Women who walk off the job on March 8 do so at their own risk. There are no legal protections whatsoever for striking in the US unless you have a specific grievance about your own workplace, Bryce Covert pointed out at ThinkProgress. If you want to participate in a “general” strike in solidarity with other workers or to prove a political point, you’re on your own, and you may or may not have a job when you come back the next day.

That’s why some feminists have raised concerns about class and privilege around the women’s strike. If the only women who feel empowered to participate in a strike are the ones who already have secure jobs and good benefits, then who is the strike really for?

In an article for Elle about the historical context of the strike, writer Sady Doyle asked what it really means for women to go on strike in 2017 — when all women still face discrimination, but some women have opportunities that previous generations only dreamed of. This inequality, Doyle writes, can make it harder for women to really empathize with each other’s struggles when it comes to work:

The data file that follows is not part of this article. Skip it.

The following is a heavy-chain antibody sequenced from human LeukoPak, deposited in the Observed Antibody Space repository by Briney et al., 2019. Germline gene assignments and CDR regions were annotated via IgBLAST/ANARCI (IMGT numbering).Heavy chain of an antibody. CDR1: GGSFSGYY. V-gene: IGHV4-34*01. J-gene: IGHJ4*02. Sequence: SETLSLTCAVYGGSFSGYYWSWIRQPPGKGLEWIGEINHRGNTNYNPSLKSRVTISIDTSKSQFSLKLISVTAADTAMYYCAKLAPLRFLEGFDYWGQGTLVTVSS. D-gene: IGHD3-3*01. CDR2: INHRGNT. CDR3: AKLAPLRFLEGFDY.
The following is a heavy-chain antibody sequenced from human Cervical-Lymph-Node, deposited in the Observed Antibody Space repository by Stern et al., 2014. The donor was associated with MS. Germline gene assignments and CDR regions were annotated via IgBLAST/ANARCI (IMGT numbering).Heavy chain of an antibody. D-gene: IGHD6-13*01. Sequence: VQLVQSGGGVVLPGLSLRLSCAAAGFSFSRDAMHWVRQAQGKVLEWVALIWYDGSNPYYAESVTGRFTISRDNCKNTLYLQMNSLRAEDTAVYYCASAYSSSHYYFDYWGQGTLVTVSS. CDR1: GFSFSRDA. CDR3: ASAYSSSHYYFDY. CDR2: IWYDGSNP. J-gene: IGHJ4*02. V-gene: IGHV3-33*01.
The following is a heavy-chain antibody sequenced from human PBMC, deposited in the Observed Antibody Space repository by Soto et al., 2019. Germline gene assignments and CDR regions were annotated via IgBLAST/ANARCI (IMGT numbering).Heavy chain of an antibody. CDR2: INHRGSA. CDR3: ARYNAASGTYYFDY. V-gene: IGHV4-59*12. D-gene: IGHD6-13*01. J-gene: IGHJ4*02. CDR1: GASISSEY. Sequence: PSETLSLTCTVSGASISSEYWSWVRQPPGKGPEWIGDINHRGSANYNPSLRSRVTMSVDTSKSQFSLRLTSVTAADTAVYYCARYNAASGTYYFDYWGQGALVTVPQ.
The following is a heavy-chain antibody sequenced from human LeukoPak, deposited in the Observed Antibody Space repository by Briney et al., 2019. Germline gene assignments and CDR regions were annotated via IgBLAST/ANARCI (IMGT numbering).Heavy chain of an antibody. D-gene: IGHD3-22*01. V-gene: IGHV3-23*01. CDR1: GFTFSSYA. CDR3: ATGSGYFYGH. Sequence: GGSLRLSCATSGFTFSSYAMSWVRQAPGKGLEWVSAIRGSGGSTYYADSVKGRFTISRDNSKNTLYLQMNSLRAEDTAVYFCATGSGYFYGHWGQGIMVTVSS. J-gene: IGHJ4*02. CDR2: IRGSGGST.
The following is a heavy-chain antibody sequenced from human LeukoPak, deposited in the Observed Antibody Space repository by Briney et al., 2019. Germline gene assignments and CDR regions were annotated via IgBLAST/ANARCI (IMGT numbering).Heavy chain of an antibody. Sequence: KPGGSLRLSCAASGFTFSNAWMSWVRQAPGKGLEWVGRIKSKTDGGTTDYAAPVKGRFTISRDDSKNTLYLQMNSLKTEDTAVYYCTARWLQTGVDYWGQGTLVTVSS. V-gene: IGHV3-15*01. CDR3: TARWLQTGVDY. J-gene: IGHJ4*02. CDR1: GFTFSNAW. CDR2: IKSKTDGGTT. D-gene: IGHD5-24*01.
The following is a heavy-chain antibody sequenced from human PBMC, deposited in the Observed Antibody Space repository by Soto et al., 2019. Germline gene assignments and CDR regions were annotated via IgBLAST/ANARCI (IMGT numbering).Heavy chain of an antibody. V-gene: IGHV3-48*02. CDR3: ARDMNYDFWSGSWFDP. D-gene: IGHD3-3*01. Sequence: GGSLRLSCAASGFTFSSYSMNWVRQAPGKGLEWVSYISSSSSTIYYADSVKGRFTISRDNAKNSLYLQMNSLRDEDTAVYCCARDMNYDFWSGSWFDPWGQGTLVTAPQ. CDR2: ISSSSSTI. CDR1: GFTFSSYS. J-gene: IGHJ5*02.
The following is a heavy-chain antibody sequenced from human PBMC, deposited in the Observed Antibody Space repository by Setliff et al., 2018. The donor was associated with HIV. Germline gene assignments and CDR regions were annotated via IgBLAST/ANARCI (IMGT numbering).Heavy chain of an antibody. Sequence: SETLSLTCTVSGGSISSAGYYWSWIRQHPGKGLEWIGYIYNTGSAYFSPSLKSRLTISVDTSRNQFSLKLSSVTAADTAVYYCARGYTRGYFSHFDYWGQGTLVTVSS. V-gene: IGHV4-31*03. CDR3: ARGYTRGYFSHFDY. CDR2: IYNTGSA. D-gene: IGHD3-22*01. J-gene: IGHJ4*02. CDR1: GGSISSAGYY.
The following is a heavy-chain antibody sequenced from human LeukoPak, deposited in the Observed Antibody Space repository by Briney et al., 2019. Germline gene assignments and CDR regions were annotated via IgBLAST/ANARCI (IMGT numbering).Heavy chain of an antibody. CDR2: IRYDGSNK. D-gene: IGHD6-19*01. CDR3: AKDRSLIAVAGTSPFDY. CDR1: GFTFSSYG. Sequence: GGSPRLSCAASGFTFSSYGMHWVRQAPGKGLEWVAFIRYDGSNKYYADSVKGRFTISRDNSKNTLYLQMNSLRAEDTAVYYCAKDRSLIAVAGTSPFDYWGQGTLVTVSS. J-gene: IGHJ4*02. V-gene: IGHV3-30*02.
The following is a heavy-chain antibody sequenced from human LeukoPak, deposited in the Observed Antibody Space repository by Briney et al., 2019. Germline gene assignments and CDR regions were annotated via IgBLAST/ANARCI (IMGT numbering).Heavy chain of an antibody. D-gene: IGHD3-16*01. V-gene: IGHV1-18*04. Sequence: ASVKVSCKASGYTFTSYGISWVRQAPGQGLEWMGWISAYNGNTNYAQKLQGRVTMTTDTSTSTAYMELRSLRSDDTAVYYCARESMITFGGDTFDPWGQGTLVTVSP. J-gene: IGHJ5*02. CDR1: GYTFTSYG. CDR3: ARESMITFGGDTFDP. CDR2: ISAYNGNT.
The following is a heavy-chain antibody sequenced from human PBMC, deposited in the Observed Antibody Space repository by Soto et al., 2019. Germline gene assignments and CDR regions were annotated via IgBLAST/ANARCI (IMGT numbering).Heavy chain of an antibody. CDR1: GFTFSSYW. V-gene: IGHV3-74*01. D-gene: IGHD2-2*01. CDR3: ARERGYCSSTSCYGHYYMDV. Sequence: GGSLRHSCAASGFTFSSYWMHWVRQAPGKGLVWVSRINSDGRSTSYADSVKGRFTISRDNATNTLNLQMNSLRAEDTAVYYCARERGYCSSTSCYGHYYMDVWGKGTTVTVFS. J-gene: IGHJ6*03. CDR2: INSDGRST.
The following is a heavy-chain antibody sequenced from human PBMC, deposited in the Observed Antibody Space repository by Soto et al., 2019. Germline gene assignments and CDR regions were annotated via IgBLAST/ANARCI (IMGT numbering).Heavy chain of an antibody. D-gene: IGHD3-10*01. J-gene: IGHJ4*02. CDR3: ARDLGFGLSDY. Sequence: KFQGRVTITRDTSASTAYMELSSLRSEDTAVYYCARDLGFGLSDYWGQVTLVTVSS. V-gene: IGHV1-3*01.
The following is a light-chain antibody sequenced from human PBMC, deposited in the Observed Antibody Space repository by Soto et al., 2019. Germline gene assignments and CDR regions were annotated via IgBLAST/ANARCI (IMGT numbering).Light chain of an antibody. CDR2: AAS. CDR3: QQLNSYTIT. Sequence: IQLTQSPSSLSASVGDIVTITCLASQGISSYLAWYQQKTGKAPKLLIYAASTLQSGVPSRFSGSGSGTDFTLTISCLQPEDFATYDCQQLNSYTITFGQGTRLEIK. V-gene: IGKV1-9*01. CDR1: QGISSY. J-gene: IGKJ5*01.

In an earlier era of highly segregated career paths, a "women's strike" had a specific, tangible effect: It made invisible work visible. No women meant no food on the table, no mysteriously emptied trashcans, no one to change diapers or type letters. No women meant no sex. (Yes, going Lysistrata is a real thing—and it occasionally works.) Forcing men to handle "women's work" was the only way to get those men to admit that it existed.